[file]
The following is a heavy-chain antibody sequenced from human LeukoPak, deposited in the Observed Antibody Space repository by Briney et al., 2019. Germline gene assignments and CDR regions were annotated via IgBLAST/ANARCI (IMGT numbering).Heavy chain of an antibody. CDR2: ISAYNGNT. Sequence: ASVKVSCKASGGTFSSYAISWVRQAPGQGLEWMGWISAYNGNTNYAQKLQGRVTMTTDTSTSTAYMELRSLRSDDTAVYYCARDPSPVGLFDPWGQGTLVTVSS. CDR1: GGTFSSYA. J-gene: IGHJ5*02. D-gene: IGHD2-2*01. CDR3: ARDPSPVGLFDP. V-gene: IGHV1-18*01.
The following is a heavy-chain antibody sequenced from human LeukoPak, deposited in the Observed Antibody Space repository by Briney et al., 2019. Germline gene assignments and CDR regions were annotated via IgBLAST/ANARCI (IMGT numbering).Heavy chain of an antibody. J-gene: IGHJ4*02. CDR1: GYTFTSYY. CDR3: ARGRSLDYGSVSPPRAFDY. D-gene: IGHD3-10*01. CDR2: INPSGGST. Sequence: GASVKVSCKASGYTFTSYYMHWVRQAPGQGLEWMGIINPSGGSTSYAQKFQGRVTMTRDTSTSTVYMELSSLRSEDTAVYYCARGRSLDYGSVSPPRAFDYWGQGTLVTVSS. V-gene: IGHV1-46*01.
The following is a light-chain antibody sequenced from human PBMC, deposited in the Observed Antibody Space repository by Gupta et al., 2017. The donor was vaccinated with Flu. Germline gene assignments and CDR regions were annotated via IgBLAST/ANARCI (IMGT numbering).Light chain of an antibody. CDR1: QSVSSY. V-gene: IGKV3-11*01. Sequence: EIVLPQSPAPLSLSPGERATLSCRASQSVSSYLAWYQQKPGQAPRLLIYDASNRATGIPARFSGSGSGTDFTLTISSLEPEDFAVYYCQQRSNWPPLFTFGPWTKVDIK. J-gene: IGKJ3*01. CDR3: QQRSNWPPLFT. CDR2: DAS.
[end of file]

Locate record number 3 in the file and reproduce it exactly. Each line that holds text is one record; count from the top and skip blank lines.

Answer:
The following is a light-chain antibody sequenced from human PBMC, deposited in the Observed Antibody Space repository by Gupta et al., 2017. The donor was vaccinated with Flu. Germline gene assignments and CDR regions were annotated via IgBLAST/ANARCI (IMGT numbering).Light chain of an antibody. CDR1: QSVSSY. V-gene: IGKV3-11*01. Sequence: EIVLPQSPAPLSLSPGERATLSCRASQSVSSYLAWYQQKPGQAPRLLIYDASNRATGIPARFSGSGSGTDFTLTISSLEPEDFAVYYCQQRSNWPPLFTFGPWTKVDIK. J-gene: IGKJ3*01. CDR3: QQRSNWPPLFT. CDR2: DAS.